2. PJ, thank you for that clarification. Imposing a pre conceived idea of either beauty or grit, can make landscape photographs look contrived. A connection to subject matter can prevent this. I also find that allowing beautiful scenes to exhibit elements of grit frees me to be more creative, rather than always worrying that my images have to be perfectly clean and without telephone wires, garbage cans or ugly sticks at the wrong angle for the composition. I like to leave in the power lines and picnic tables in the woods. If someone says that a certain object is a distraction, implying I ought to Photoshop it out, I am apt to leave it in on purpose. I agree with my father, he didn’t want to dress photographs up to produce a falsified beauty greater than what nature originally presented. Nature is not perfect and implying that under my hands she can be, comes from ego. I realize there are exceptions, but often perfecting images through alteration, addition or removal of objects can be a way of saying, “Look, I captured the perfect scene. See how wonderful I am.”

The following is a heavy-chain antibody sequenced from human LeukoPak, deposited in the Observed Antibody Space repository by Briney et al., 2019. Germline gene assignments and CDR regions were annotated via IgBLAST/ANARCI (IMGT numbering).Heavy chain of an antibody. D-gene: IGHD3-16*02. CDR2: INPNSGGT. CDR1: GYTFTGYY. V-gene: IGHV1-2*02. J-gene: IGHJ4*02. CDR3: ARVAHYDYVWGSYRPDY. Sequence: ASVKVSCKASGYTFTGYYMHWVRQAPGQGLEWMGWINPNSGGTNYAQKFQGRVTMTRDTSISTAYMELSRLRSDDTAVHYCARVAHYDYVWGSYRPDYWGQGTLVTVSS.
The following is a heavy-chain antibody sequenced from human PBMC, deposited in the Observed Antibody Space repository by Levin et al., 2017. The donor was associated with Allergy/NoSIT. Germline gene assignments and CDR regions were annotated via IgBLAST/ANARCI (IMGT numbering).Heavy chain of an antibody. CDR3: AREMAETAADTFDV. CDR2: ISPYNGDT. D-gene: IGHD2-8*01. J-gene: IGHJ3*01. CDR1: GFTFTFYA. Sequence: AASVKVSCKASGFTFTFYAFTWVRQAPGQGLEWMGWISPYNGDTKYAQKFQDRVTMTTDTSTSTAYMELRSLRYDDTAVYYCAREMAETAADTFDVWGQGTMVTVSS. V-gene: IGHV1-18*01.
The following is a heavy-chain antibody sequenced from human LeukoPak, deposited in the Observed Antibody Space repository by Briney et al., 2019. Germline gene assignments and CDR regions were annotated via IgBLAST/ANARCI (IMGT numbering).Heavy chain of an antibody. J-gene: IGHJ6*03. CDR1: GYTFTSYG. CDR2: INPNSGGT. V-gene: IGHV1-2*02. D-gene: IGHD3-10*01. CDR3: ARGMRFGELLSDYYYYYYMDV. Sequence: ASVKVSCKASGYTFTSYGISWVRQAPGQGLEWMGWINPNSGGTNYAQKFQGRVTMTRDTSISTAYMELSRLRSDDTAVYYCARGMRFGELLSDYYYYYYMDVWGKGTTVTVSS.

3. Sharon says:

    If we take your father’s photograph of Boulders in Dunes as an example of a gritty photograph, David, then we have to note that it is beautifully composed with the lines of rocks arcing gracefully through the scene, it is taken at the right time of day as the light is lovely and the shadows add great dimension to the scene and the subject matter is of interest. It takes skill and a sensitivity to the landscape to take a photograph like this.

    I enjoy gritty, but I also like well-taken photographs that are presented well.

    Sharon